China, Zynga and the Growing Clout of Digital Communication

Honda-factory-riot-police-006 I began Pixels and Policy as a way of exploring my thoughts
about digital communication as a potentially transformative medium on the
global stage. Around the same time as I began writing Pixels and Policy, way
back in August 2009, tens of thousands of brave citizen activists in Iran stood
up to a regime universally regarded as brutally repressive, violent and theocratic.
Within days of Iran’s
rigged election, the governing powers enacted strict limitations on the flow of
information.

Though much of their fight took place in city streets and town
squares, the rest of the world came to know Iranian protest figures like Neda Agha-Soltan
and Mir-Hossein Moussavi chiefly through their creative use of digital
communication sources as a platform for civic protest. Western news outlets couldn’t
get enough of how the pro-democracy “Green Revolution” mobilized disparate groups
of protesters through online social media like Twitter. Less reported was their
widespread use of virtual social media like Second Life and Facebook, where
communication could carry on unencumbered by the heavy hand of Iranian security
forces.

Nearly one year on from my first article about Iran, both
Pixels and Policy and the digital communication landscape have changed
markedly. Without noticing it at the time, Pixels and Policy moved from serving
as a space for compelling original analysis of digital communication on the
world stage to serving as a sort of sub-par news aggregator for virtual worlds.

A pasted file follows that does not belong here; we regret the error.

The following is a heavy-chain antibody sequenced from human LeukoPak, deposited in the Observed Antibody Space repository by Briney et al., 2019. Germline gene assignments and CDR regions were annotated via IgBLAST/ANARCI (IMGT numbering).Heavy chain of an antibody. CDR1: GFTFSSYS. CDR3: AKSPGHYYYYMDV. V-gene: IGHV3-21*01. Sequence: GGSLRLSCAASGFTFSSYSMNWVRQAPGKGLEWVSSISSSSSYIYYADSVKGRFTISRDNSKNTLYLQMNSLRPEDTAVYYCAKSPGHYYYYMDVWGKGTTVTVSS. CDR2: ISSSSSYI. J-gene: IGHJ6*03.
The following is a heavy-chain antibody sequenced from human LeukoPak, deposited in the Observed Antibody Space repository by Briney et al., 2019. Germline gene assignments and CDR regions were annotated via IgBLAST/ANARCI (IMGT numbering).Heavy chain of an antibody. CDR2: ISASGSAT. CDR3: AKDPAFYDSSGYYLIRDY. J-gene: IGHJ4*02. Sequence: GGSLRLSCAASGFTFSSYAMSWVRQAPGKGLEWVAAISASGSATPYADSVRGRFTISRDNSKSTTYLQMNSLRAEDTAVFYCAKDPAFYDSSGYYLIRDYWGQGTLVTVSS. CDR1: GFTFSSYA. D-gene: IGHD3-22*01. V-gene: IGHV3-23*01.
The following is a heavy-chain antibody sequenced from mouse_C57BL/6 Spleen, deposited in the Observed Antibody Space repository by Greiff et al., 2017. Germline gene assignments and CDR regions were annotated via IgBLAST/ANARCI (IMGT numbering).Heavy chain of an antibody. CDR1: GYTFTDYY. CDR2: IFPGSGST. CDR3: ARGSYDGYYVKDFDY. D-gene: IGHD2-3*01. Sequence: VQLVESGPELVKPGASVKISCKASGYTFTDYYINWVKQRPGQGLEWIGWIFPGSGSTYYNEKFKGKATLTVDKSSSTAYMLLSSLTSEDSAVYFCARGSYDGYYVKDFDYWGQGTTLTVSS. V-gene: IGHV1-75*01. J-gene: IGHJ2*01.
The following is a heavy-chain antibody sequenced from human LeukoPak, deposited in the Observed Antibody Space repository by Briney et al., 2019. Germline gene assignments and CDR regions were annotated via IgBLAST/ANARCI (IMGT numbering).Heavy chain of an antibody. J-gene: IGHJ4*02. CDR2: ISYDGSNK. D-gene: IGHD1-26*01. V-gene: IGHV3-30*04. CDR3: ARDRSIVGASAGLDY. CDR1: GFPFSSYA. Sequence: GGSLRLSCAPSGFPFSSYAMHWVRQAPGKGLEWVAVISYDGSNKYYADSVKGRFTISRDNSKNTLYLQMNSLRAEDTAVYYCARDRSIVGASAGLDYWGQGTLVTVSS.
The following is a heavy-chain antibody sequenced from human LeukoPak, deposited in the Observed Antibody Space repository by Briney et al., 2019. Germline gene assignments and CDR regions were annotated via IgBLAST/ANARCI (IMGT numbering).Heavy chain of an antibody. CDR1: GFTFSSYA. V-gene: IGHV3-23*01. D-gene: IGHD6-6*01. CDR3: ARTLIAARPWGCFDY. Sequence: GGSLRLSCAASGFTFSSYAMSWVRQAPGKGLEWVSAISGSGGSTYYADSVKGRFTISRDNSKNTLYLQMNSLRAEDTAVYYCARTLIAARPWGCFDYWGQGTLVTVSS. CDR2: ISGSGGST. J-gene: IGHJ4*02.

Pixels and Policy also became uninteresting to read along the way, as my
interactions with readers illuminated. Now I hope to correct course and get Pixels and Policy back to what it once was and should be.

Continue reading China, Zynga and the Growing Clout of Digital Communication

The Pittsburgh Post-Gazette Wants You to Punish Your Kids for Gaming

It's rare we find reporting on virtual worlds that is so backwards as to be almost comical. We attribute the declining trend of online gaming fear to increasing exposure to and understanding of both virtual worlds and their players. Heck, some schools are even using them to teach.

Then there's the Pittsburgh Post-Gazette and their intrepid writer Peter McKay. Not only does Mr. McKay think virtual worlds are the pathway to destruction for one and all, but he urges parents to take all measures to keep kids as far from online gaming as possible.

Pixels and Policy descends into the murk.

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Can the Rise of Virtual Worlds Promote Social Reform in the Middle East?

Virtual worlds have proven applications in fields as diverse as business marketing, classroom education, and political campaigning. But what if Western governments rolled out the virtual welcome mat as a means of engaging Islamic governments and citizens in the Middle East?

Pixels and Policy looks at some emerging research and a bit of industry prognostication to see whether online games could revolutionize one of the world's hardest-to-reach populations.

Continue reading Can the Rise of Virtual Worlds Promote Social Reform in the Middle East?